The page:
Historic Scotland

Opening times

Open summer only.

Facilities

 

History

Sizeable site

Measuring about 40m long with side passages, Carlungie is one of the largest and most complex souterrains found in Scotland. Like many other souterrains in Fife, Perthshire and Angus, it lies on rich agricultural land. Excavations in 1950 and 1951 revealed an associated above-ground settlement of eight stone-built dwellings.

Excavations also produced some interesting finds, including:

  • Roman amphora pottery
  • native pottery
  • metal objects
  • stone lamps
  • a fire-making stone
  • a stone mould for metalworking

There’s evidence that part of the settlement was used for working stone or metal.

Underground passages

Souterrains like Carlungie were not dwellings, but stone-lined underground passages. As at Carlungie, other excavated souterrain sites have revealed the remains of associated buildings at ground level. Several examples are in Historic Scotland care, such as the nearby site of Ardestie.

The souterrain enigma

Plenty of people have speculated on the use of such structures. They range in date from late Bronze Age nearly 3000 years ago to the early centuries AD. The regional variation in shape and size across Scotland suggest there was no single consistent use.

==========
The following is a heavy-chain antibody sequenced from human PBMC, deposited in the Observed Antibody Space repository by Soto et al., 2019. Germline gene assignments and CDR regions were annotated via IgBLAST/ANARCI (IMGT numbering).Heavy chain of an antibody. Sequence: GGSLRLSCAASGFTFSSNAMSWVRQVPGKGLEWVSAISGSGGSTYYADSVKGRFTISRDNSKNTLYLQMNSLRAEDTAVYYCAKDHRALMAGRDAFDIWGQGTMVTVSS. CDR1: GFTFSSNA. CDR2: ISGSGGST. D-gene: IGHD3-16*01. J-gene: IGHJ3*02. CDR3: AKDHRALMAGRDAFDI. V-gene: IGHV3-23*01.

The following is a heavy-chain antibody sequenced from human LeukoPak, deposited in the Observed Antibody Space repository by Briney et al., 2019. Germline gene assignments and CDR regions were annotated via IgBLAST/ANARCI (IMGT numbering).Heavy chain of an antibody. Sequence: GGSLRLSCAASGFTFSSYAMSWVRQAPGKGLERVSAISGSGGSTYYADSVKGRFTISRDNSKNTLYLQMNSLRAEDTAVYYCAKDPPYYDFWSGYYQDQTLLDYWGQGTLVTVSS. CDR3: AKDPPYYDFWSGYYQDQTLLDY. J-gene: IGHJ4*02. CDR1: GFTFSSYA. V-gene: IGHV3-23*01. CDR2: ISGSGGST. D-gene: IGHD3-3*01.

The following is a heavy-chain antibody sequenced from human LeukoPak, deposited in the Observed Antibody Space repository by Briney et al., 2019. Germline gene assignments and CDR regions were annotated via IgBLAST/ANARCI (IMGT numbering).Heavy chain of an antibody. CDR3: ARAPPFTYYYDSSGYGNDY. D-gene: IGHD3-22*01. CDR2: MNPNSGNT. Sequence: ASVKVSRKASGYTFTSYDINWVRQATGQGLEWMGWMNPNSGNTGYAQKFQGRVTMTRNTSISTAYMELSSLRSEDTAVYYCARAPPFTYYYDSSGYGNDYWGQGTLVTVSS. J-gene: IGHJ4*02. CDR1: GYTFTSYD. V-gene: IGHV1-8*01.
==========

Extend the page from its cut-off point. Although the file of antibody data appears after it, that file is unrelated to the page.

One suggestion holds that they were used for storage. The larger sizes of souterrains in Perthshire and Angus could reflect the greater fertility of the surrounding farmland. They may have been used to store valuable items or commodities, indicating social status or provided storage agricultural surplus for the local communities.

Some have suggested that souterrains in Angus that date to the first centuries AD might have been built to store grain for the occupying Romans. Evidence suggests that most earth houses were destroyed, or at least infilled, in the late AD 100s – coinciding with the Roman withdrawal from Britain. A number of excavated sites, including Carlungie, have produced Roman artefacts such as pottery.

Download our visitor app

Discover more on the go – the Historic Scotland app lets you find out about Scotland’s most iconic places wherever you are.

Save with an Explorer Pass

Get free entry to Scotland’s top visitor attractions with an Explorer Pass valid for 3 days or 7 days.

Become a member

Join Historic Scotland to visit our properties free of charge for a full year and support our work at the same time.

Hire a site for filming

Use one of our fantastic locations on your next shoot for an awe-inspiring backdrop to your work.

View learning activities

Our 300+ historic places serve as creative inspiration for all sorts of learning activities – and for learners of all ages.

Search our events

See the past brought to life by the imaginative year-round programme of events at our properties.